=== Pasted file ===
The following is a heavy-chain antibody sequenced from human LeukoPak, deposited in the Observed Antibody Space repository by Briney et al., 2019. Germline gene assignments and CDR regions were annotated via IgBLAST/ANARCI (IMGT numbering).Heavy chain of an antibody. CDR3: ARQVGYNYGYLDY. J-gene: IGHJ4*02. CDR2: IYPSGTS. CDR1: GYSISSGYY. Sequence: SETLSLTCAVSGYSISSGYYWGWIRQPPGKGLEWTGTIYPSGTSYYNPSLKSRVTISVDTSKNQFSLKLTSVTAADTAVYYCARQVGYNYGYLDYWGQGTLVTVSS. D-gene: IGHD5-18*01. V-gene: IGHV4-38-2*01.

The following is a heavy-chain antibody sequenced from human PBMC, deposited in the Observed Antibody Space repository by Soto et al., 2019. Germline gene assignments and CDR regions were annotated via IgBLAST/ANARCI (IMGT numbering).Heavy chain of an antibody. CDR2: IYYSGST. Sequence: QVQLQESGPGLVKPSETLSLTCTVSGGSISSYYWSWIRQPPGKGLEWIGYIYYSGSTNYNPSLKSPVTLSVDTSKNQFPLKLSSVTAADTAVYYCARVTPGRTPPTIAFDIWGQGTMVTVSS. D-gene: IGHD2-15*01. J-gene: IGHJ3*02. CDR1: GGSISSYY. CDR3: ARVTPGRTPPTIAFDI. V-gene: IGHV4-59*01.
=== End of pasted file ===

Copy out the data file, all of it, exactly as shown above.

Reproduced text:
The following is a heavy-chain antibody sequenced from human LeukoPak, deposited in the Observed Antibody Space repository by Briney et al., 2019. Germline gene assignments and CDR regions were annotated via IgBLAST/ANARCI (IMGT numbering).Heavy chain of an antibody. CDR3: ARQVGYNYGYLDY. J-gene: IGHJ4*02. CDR2: IYPSGTS. CDR1: GYSISSGYY. Sequence: SETLSLTCAVSGYSISSGYYWGWIRQPPGKGLEWTGTIYPSGTSYYNPSLKSRVTISVDTSKNQFSLKLTSVTAADTAVYYCARQVGYNYGYLDYWGQGTLVTVSS. D-gene: IGHD5-18*01. V-gene: IGHV4-38-2*01.

The following is a heavy-chain antibody sequenced from human PBMC, deposited in the Observed Antibody Space repository by Soto et al., 2019. Germline gene assignments and CDR regions were annotated via IgBLAST/ANARCI (IMGT numbering).Heavy chain of an antibody. CDR2: IYYSGST. Sequence: QVQLQESGPGLVKPSETLSLTCTVSGGSISSYYWSWIRQPPGKGLEWIGYIYYSGSTNYNPSLKSPVTLSVDTSKNQFPLKLSSVTAADTAVYYCARVTPGRTPPTIAFDIWGQGTMVTVSS. D-gene: IGHD2-15*01. J-gene: IGHJ3*02. CDR1: GGSISSYY. CDR3: ARVTPGRTPPTIAFDI. V-gene: IGHV4-59*01.